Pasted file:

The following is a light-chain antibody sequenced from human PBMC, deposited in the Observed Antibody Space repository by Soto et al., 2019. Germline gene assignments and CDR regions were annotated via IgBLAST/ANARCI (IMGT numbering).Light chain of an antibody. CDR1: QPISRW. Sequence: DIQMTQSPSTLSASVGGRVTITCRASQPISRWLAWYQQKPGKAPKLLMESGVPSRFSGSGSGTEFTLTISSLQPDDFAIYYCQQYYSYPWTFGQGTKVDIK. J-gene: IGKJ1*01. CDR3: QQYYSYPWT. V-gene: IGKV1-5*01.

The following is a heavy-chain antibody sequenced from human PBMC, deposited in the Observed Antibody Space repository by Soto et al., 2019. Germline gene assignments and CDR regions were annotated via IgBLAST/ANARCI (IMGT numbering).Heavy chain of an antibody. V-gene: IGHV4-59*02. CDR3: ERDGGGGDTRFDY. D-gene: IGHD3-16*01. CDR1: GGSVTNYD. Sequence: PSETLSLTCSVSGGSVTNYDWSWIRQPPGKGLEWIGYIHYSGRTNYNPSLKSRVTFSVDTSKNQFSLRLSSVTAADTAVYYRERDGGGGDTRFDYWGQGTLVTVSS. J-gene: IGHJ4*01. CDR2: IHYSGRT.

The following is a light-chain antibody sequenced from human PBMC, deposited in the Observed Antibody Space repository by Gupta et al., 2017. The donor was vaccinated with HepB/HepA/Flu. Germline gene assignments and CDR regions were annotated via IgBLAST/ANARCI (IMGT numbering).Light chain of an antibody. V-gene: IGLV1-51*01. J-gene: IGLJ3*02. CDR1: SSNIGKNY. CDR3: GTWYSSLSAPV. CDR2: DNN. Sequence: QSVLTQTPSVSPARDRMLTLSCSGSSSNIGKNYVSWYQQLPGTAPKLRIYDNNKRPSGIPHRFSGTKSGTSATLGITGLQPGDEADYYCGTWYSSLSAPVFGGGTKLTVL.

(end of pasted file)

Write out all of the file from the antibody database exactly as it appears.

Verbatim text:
The following is a light-chain antibody sequenced from human PBMC, deposited in the Observed Antibody Space repository by Soto et al., 2019. Germline gene assignments and CDR regions were annotated via IgBLAST/ANARCI (IMGT numbering).Light chain of an antibody. CDR1: QPISRW. Sequence: DIQMTQSPSTLSASVGGRVTITCRASQPISRWLAWYQQKPGKAPKLLMESGVPSRFSGSGSGTEFTLTISSLQPDDFAIYYCQQYYSYPWTFGQGTKVDIK. J-gene: IGKJ1*01. CDR3: QQYYSYPWT. V-gene: IGKV1-5*01.

The following is a heavy-chain antibody sequenced from human PBMC, deposited in the Observed Antibody Space repository by Soto et al., 2019. Germline gene assignments and CDR regions were annotated via IgBLAST/ANARCI (IMGT numbering).Heavy chain of an antibody. V-gene: IGHV4-59*02. CDR3: ERDGGGGDTRFDY. D-gene: IGHD3-16*01. CDR1: GGSVTNYD. Sequence: PSETLSLTCSVSGGSVTNYDWSWIRQPPGKGLEWIGYIHYSGRTNYNPSLKSRVTFSVDTSKNQFSLRLSSVTAADTAVYYRERDGGGGDTRFDYWGQGTLVTVSS. J-gene: IGHJ4*01. CDR2: IHYSGRT.

The following is a light-chain antibody sequenced from human PBMC, deposited in the Observed Antibody Space repository by Gupta et al., 2017. The donor was vaccinated with HepB/HepA/Flu. Germline gene assignments and CDR regions were annotated via IgBLAST/ANARCI (IMGT numbering).Light chain of an antibody. V-gene: IGLV1-51*01. J-gene: IGLJ3*02. CDR1: SSNIGKNY. CDR3: GTWYSSLSAPV. CDR2: DNN. Sequence: QSVLTQTPSVSPARDRMLTLSCSGSSSNIGKNYVSWYQQLPGTAPKLRIYDNNKRPSGIPHRFSGTKSGTSATLGITGLQPGDEADYYCGTWYSSLSAPVFGGGTKLTVL.